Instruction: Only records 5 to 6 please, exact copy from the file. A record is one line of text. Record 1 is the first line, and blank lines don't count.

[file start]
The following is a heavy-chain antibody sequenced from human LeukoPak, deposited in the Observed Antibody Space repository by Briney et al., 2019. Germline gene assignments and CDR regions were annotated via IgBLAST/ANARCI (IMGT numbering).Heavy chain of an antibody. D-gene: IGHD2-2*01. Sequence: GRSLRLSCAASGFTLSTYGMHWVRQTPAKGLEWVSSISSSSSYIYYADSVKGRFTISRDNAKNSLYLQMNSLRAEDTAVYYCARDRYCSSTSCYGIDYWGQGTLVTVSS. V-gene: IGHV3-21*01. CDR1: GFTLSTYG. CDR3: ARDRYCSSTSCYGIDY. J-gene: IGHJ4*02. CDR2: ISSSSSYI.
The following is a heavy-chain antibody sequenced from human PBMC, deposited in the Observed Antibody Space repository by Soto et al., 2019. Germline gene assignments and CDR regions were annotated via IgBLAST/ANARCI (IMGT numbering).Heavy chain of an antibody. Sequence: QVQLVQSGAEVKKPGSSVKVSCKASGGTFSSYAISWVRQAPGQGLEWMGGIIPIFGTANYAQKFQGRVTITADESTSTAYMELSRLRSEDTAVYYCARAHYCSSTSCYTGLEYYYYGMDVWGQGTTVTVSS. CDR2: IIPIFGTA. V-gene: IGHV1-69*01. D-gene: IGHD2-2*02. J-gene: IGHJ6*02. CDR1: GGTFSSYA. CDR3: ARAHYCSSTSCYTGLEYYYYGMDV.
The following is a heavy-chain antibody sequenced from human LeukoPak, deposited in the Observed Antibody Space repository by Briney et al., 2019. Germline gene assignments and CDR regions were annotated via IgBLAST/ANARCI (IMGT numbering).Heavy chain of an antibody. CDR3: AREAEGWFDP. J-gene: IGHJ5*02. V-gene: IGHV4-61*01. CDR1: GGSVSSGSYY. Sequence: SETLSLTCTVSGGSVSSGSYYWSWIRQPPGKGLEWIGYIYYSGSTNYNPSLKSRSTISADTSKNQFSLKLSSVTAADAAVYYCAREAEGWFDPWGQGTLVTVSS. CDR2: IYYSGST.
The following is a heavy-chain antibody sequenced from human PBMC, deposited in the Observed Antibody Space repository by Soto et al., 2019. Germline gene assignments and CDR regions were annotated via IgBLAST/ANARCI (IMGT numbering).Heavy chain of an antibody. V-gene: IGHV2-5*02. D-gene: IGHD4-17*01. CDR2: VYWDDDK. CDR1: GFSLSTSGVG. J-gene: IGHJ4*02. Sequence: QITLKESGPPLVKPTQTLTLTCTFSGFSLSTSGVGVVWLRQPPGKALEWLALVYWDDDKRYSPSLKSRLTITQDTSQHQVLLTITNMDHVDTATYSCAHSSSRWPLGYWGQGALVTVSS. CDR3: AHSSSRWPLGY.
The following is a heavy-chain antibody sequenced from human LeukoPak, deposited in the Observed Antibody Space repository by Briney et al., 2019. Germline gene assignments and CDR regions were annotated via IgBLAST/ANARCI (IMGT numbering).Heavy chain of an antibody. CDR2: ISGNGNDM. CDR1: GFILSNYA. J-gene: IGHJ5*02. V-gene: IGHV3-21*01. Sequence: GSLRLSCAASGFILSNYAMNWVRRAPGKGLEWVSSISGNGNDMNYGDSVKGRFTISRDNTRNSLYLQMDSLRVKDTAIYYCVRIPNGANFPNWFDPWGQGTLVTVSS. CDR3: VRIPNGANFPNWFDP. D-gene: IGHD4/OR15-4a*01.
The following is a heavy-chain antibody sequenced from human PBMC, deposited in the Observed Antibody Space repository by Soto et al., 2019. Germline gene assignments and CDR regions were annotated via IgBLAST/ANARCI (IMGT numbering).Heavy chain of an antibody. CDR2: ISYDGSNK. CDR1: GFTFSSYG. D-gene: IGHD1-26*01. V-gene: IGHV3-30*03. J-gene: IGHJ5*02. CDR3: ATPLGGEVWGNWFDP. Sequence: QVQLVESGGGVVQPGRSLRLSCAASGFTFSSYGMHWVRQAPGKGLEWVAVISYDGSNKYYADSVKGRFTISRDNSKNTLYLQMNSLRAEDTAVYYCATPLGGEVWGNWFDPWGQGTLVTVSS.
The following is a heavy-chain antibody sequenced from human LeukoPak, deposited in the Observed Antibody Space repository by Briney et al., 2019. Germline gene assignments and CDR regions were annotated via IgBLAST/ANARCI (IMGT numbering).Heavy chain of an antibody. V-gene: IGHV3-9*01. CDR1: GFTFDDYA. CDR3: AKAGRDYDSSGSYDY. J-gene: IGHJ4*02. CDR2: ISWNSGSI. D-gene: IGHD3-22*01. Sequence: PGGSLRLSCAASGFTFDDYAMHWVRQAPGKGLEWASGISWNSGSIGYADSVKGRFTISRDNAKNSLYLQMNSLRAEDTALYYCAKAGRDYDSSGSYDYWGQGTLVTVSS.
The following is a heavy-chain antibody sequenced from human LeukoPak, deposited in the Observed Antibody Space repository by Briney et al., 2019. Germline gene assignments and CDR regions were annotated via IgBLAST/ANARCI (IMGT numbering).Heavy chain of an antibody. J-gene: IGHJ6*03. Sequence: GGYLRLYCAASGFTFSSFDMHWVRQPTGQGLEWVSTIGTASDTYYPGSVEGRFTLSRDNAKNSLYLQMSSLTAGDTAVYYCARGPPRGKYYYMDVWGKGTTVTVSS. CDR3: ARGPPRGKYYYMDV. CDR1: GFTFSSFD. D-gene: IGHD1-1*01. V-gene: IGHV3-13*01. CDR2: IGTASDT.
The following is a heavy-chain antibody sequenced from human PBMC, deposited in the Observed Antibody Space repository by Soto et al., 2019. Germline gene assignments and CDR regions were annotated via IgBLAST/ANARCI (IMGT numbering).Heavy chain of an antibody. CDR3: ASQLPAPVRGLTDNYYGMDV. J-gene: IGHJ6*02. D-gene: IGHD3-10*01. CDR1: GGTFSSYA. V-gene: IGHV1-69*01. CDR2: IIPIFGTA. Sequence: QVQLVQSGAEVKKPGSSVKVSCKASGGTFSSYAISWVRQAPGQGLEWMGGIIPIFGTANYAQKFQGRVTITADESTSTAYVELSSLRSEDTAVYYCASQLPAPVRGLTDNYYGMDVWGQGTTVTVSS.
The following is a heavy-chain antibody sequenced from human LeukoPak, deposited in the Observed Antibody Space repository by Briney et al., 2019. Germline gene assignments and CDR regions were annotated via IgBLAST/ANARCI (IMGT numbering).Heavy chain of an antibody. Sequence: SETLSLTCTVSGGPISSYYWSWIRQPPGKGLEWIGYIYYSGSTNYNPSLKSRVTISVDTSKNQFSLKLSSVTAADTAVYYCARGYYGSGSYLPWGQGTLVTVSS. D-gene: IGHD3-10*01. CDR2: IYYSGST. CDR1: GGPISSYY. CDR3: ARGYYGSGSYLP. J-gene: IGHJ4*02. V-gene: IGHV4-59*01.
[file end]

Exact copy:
The following is a heavy-chain antibody sequenced from human LeukoPak, deposited in the Observed Antibody Space repository by Briney et al., 2019. Germline gene assignments and CDR regions were annotated via IgBLAST/ANARCI (IMGT numbering).Heavy chain of an antibody. CDR2: ISGNGNDM. CDR1: GFILSNYA. J-gene: IGHJ5*02. V-gene: IGHV3-21*01. Sequence: GSLRLSCAASGFILSNYAMNWVRRAPGKGLEWVSSISGNGNDMNYGDSVKGRFTISRDNTRNSLYLQMDSLRVKDTAIYYCVRIPNGANFPNWFDPWGQGTLVTVSS. CDR3: VRIPNGANFPNWFDP. D-gene: IGHD4/OR15-4a*01.
The following is a heavy-chain antibody sequenced from human PBMC, deposited in the Observed Antibody Space repository by Soto et al., 2019. Germline gene assignments and CDR regions were annotated via IgBLAST/ANARCI (IMGT numbering).Heavy chain of an antibody. CDR2: ISYDGSNK. CDR1: GFTFSSYG. D-gene: IGHD1-26*01. V-gene: IGHV3-30*03. J-gene: IGHJ5*02. CDR3: ATPLGGEVWGNWFDP. Sequence: QVQLVESGGGVVQPGRSLRLSCAASGFTFSSYGMHWVRQAPGKGLEWVAVISYDGSNKYYADSVKGRFTISRDNSKNTLYLQMNSLRAEDTAVYYCATPLGGEVWGNWFDPWGQGTLVTVSS.